"Hay guys,” says Lars. “Come try my new gametype on this massive, vehicle-suitable map,” he says.
“No wai,” says Luke, “Ah hate vehicles with a venomous, searing passion that boils my soul into an acid black vapor.”
“I spit on your vehicle game,” he adds, and actually spits, for emphasis.
So cut to like, an hour later and Luke’s face is red and bursting with joy. He’s hooting and hollering and now claims that riding vehicles is, “Better than chocolate covered unicorns.”
Lars’ new vehicle game type is actually set in a map you’ve caught the barest glimpse of in the recent Gamepro magazine, and one you’ll be seeing a lot more of in the near-ish future. But his game type is the thing we’re discussing here (although the scale and layout of that map makes it particularly interesting) and it’s a doozy.
As we already mentioned, it requires a lot of vehicles. Everyone is armed with rockets, and it has an objective. It will have a massive appeal to fans of the original Halo for reasons we can’t discuss yet, and it will make for some of the best Saved Films ever. It is ridiculous, explosive, fast-paced and yet still manages to be coherent. Luke summarized by outrageously asserting that it would be the “greatest Halo experience ever experienced.”
Of course he’s exaggerating. Or is he? I can’t personally say he’s dead wrong. It was a cripplingly mirthful tango of devastation and madness. And in the end, isn’t that the dance we all seek?
The countdown to ZBR (Zero Bug Release) has started in earnest. People are all winding down their main tasks and moving into the polish phase in earnest. That means for artists, no more creating, just lots of tuning and fixing. It means going into that level and fixing the ferns, adjusting the undergrowth, spotting an erroneous lighting condition, or painting moss onto a steaming log. Yes, a steaming log. It’s become something of a meme here.
For designers, it means that the tweaks, which once required forceps and acid-proof goggles, now require needle-nosed tweezers and a jeweler’s loupe. Tiny, almost imperceptible changes are being made to spawn points, enemy behaviors and weapon placements. Where once we would download a build and experience something new every time, we’ve reached a point where certain changes have to be pointed out to us, lest we miss them entirely.
The happy happenstance as far as replaying the same game over and over again, is that certain features and functionality have been added to make that less of a chore. In fact, I would specifically say it’s a joy, to play the same map over and over again, for reasons that will become plain, soon enough.
The question of difficulty has come up time and time again in the studio. We have a couple of big ticket items to cope with. The most obvious is that we wanted Legendary to be more of a challenge this time around, and less of a horror. To that end, we’re already there. Awful, terrible things are still fired and hurled and driven at you, but this time you have a chance to use skill, as well as plain old memorization to get out of a scrape. And no longer will you be completely hosed by a bad spawn point without enough ammo.
But there’s a subtler problem that we’ve had to accommodate for this time around. Player skill. You can’t expect seven million people to play the same game for three years solid without acquiring some skill at it. That’s definitely the case for Halo. We’ll be bringing on board a lot of players who’ve honed their skills in MP, and think nothing of using a noob combo to take down shields, or softening up a bad guy with a well-bounced grenade. For those people, the game has to be tougher. Which is why Heroic is going to be the sweet spot.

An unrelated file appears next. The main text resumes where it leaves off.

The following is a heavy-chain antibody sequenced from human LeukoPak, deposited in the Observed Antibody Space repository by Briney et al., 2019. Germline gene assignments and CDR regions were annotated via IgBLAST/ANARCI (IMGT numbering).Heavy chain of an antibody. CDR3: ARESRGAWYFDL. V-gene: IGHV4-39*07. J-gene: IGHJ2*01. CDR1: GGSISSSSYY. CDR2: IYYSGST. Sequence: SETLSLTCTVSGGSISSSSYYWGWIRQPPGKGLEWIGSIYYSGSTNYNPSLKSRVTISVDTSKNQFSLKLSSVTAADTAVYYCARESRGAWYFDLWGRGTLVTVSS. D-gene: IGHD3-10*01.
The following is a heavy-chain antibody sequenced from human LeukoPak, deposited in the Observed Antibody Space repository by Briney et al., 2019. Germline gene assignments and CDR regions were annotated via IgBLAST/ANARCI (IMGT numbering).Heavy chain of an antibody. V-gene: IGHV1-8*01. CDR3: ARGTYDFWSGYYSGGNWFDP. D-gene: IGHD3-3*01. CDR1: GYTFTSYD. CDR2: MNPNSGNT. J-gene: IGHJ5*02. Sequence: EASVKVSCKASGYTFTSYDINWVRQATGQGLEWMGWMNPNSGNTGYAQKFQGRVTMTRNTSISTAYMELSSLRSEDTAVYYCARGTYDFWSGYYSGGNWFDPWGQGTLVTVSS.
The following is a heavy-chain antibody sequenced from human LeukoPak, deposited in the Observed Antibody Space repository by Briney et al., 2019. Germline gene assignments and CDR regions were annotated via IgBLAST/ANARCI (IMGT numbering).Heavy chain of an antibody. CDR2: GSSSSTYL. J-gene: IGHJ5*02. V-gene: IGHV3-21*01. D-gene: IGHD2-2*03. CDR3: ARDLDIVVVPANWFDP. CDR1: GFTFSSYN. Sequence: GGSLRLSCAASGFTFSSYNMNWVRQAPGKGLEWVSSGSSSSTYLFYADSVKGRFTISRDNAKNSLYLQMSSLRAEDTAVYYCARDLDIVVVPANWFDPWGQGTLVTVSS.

The tricky thing is, that we’ll also be bringing in a lot of new players. They need to be guided in gently. So Normal and Easy are pretty much the way you slide folks into Halo without chafing them. So here it is, the official word from Bungie. If you have enough skills to read this far into a Weekly Update, you’re playing Heroic on September 25th (or September 19th if you are French Pirate).
Heroic is not only the most fun way to play, it’s the best way to enjoy some of the more astonishing AI behaviors. Encounters are more intense, bad guys are more vicious, and you’ll feel a lot better about yourself in the morning. Heroic. You should save Legendary ‘til your second play through.
Sketch just put something on my desk. An object. It is an amazing object. Sometimes it glitters, and sometimes it steals light from this universe, and passes it into another one, where it is no doubt gorged upon by 5th dimensional megabeings. Hopefully someone will show it at E3, or Leipzig, or one of the upcoming game events. It is an object that will be lusted after for years to come. I wish I could say more, but I would get stabbed, or throttled, no doubt.
That right there be a lot of bytez
Chris Butcher, working on last minute code and networking issues, had been chatting with Roger Wolfson, Bungie.net’s professor of webology, and spotted what looked at first, like an ASCII error on Roger’s screen. Because after all, who has a drive mounted on their desktop that says, 70.9 TERAbytes? Nobody, that’s who. Except Roger, who, for snits n’ giggles had basically partitioned Bungie’s storage servers for Halo 3 into one giant drive.
This is where you’re going to store your shared Saved Films and screenshots. You can keep as many as you like or can fit on your HDD, but the publicly available ones go here. It is somewhat unlikely that Roger will keep what’s technically a bunch of HDD arrays mounted as one drive on his HDD….
Right now they’re empty, but we imagine they’ll start filling up pretty rapidly about midnight on September 24th.
Lastly, the Internetz asked “Why don’t you love us more Bungie, where is Mister Chief?” Well, he may start popping up in places you didn’t expect and sooner rather than later. For now, he’s right here: